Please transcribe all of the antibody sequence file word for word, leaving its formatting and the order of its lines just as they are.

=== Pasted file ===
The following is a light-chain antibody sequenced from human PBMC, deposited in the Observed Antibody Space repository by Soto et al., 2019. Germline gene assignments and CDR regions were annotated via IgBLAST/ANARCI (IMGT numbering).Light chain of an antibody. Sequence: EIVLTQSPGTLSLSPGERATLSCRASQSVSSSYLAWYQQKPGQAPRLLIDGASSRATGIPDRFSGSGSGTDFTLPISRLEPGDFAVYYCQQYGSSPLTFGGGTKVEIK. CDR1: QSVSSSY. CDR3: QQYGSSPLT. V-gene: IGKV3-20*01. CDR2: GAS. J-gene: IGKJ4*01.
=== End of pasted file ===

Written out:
The following is a light-chain antibody sequenced from human PBMC, deposited in the Observed Antibody Space repository by Soto et al., 2019. Germline gene assignments and CDR regions were annotated via IgBLAST/ANARCI (IMGT numbering).Light chain of an antibody. Sequence: EIVLTQSPGTLSLSPGERATLSCRASQSVSSSYLAWYQQKPGQAPRLLIDGASSRATGIPDRFSGSGSGTDFTLPISRLEPGDFAVYYCQQYGSSPLTFGGGTKVEIK. CDR1: QSVSSSY. CDR3: QQYGSSPLT. V-gene: IGKV3-20*01. CDR2: GAS. J-gene: IGKJ4*01.